Steven Jobs and Stephen Wozniak formed Apple Computer in 1976. Under Jobs’ charismatic leadership, Apple Computer experienced six years of rapid growth before it encountered decline, which was followed by a period of changes in leadership, organization structure, and strategy. The resignation of A.C. Markkula and the designation of John Sculley as the CEO in 1983 were the first of several changes that would ultimately transform the Apple organization. Apple before Sculley
From 1976-1983, Apple was a small to moderate-sized corporation that was driven by one primary goal, “one person – one computer.” Jobs’ strategic focus was on effectiveness and differentiation – creating innovative, easy-to-use products for the masses. In other words, Apple used the prospector strategy –taking risks and seeking new opportunities in a dynamic environment. With fierce competition in the business market, Apple’s strategy became one of focused differentiation that targeted home and education markets.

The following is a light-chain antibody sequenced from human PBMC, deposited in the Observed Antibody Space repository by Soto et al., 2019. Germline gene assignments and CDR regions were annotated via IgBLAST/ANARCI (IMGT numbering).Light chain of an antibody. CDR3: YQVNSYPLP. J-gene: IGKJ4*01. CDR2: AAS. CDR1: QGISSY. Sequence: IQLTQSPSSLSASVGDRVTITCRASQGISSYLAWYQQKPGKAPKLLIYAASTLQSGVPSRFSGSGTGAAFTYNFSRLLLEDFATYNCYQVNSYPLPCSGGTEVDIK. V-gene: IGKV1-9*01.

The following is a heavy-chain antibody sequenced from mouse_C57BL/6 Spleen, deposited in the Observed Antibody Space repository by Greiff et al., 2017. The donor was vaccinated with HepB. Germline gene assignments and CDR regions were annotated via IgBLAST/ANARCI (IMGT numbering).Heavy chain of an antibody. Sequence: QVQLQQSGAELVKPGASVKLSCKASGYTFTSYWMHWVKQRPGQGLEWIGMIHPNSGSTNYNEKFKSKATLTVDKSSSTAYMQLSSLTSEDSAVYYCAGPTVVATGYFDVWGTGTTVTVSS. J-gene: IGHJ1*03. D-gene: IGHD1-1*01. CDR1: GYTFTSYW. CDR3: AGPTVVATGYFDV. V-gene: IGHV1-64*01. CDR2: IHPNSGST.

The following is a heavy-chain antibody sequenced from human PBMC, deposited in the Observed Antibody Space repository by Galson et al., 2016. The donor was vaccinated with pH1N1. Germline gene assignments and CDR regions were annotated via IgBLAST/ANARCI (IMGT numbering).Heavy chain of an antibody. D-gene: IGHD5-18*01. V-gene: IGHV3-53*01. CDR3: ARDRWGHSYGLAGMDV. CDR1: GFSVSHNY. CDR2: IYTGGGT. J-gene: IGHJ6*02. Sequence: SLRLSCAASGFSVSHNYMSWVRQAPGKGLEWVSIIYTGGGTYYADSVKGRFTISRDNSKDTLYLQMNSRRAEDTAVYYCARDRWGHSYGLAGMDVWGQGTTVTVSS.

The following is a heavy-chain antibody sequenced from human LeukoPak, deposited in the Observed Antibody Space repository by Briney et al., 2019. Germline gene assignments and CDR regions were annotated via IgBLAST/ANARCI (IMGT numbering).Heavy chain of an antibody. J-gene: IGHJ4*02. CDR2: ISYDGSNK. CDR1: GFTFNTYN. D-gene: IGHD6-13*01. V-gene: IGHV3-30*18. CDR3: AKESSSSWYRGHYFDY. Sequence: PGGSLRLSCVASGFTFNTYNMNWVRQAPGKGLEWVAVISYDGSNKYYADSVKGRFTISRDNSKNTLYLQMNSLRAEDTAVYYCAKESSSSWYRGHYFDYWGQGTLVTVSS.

As a young, innovative company, the organization structure was organic and characterized by low formalization, high specialization, and a short, decentralized hierarchy of authority. The culture comprised of competing product divisions and a visionary leader who managed all daily business operations. The external environment was unstable and uncertain, as competition was fierce and consumer demand was growing. To remain responsive in an uncertain environment and to retain in-depth expertise, Apple was a hybrid divisional organization, with five product divisions, four product support divisions, and three corporate administrative divisions.
During this period of rapid growth, Apple transitioned very quickly from the entrepreneurial stage to the collectivity stage. Though Jobs was a charismatic leader, Apple was growing too rapidly for Jobs to continue managing daily operations while still heavily involved in leading the Macintosh product team. Consequently, Jobs hired Sculley...
Please join StudyMode to read the full document